Mary Medlicott, Storyteller and Author - Storyworks

Archive for the ‘Storytelling in Education’ Category

Storytelling Starters ~ Seeing the audience, seeing yourself

Saturday, January 12th, 2019

We all know the syndrome. The start of a new year makes you eager to sort things out, throw things away, clean your cupboards and your shelves, pursue new objectives and resurrect plans you’d half forgotten about.

For me, this new year has done all those things. It has also brought the satisfaction of seeing that  Nursery World, the magazine that specifically deals with working and living with early years children, has now brought out the big piece on storytelling with early years children that it commissioned me to write towards the end of last year.

Seeing the photos:

Writing my Nursery World piece made me aware all over again how important it is for us storytellers to keep our flame burning by helping new generations of potential tellers to know what storytelling can do.  The new pleasure has been seeing the wonderful photos that were taken to go with the piece. Anna Gordon, the freelance photographer extraordinaire who was commissioned to take the photos, has generously agreed to my using two of them to illustrate this blog today. My thanks to her and to Nursery World and to the centre where the photos were taken. Actually seeing the photos – and in the top one here I’m holding up what I know as my rainbow cloth – makes me very aware of how the children are responding. In fact, seeing the photos made me think a lot about audiences and how important it is to the storyteller to think about the different ways in which they respond. (more…)

Storytelling Starters ~ Out of currency?

Saturday, December 8th, 2018

 A surprise arrived in the post this week. The message inside said, ‘This is your Christmas card, Mary.’ But what was inside was not a card. It was a book written by one of the people who has most inspired my storytelling life  – Betty Rosen. Her book contains a fine selection of her poems and prose pieces. Its intriguing title is I Have a Threepenny Bit and Some Other Things.

Betty was the wife of Harold Rosen. They both came into my life during the early days of what can now be described with capital letters as The Storytelling Revival. Under the leadership of an excellent local authority English adviser by the name of Alastair West, the Borough of Redbridge had become a pilot authority for the Oracy Project. The Oracy Project was about the development of spoken English across all ages of children in education in the UK. Betty and Harold were often called upon to introduce people to what it was all about not only in Redbridge but up and down the land. (more…)

Storytelling Starters ~ Pot-pourri

Saturday, March 10th, 2018

According to the Shorter Oxford English Dictionary, the word pot-pourri in its first recorded usage in 1725 referred to a stew or a hotch-potch. Not long later in 1749 it was being used, as now, to describe a mixture of dried petals of different flowers mixed with spices. But of course it can also have the figurative meaning of a musical or literary medley. (more…)

Storytelling Starters ~ Storytelling Ventures

Saturday, October 28th, 2017

Two different ventures are my subject this week. One involves one of the readers of this blog – Swati Kakodkar.

Becoming a storyteller:

Swati lives in Bangalore in India. She became interested in storytelling when she lived in America and started taking her young son along to her local library. She loved seeing and hearing the storytelling sessions that were held there and she loved how they involved her son.

So when Swati moved to Bangalore, she took up storytelling herself. She enrolled at an institute in Bangalore which gives training and knowledge in storytelling. She also arranged to go regularly to tell stories to a children’s group.  (more…)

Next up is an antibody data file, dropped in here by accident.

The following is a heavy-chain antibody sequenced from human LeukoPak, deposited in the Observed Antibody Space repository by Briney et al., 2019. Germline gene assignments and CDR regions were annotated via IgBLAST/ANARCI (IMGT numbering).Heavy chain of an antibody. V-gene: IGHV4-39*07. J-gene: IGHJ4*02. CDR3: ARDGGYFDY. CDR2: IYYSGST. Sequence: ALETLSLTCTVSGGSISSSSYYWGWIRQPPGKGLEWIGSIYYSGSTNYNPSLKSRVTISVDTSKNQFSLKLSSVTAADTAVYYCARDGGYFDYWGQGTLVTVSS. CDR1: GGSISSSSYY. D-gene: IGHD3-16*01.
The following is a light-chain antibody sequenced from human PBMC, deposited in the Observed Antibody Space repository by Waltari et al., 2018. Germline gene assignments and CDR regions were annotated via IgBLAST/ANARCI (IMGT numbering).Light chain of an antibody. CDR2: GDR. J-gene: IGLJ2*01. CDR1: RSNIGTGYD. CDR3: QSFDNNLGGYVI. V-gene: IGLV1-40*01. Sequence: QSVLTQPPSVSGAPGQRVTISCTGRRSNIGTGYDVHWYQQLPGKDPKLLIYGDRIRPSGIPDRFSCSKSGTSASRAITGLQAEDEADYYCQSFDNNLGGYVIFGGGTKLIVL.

Storytelling Starters ~ A cup of tea

Saturday, June 10th, 2017

P1000260A story has been haunting me. Over how many weeks, it has popped up in my thoughts. I don’t know why. I don’t know if it’s ever happened to you. But it does feel odd. Has the story been hanging around in my head, waiting to get into my blog? But why? Does it think it’s got a message for me? But what exactly?

I’m not sure where I found the story – whether someone told it to me or if I found it in a book. I don’t remember how long ago that was – but I think it must be quite a few years. As I recall, it’s an Indian story but I can’t be sure. Here it is.

A cup of tea:

A man who was searching for wisdom heard about a greatly-respected teacher, a guru who lived a simple life on a hillside in a remote valley. The seeker had already visited many other teachers and had learned a great deal from them. Now he determined that he must find this much-respected guru who lived such a simple existence. (more…)

Storytelling Starters ~ Looking up

Saturday, May 27th, 2017

P1070076Here’s a story I remember with laughter and delight every time I think about Laugharne, the place where the Welsh poet Dylan Thomas lived and wrote and also where the novelist and story-writer Richard Hughes had his writing-room high up in the castle walls. This story was created orally by a small group of 11-year old children.

The story:

Merlin was watching over the wall of his castle. Beside him was his favourite seagull. As he looked down, Merlin saw a family of parents and children, obviously tourists, walking along the foreshore of the estuary below. All were munching – crisps from crisp bags, chocolate from wrappers. Then as they passed, one by one they dropped their plastic wrappers onto the ground. Merlin was horrified. When the family had gone by, he sent his favourite seagull down onto the shore to bring him something else that was messing it up. (more…)

Storytelling Starters ~ What’s to be done?

Saturday, January 9th, 2016

Anger comes in many modes. Rage, crossness, outrage, fury. There’s also the kind that’s angry and sad all at once. And that’s the kind of anger I’m feeling right now. The reason for it  is a particular story that has been gathering momentum for a while and is currently going on all around us. Yesterday morning I heard another example of it. A University degree course in Early Years studies that has been running an excellent module in stories and storytelling for a long number of years is in the process of being reformulated. And guess what? As things look at the moment, the stories and storytelling module will no longer exist in its own right. Why not? What ever can be the justification for that?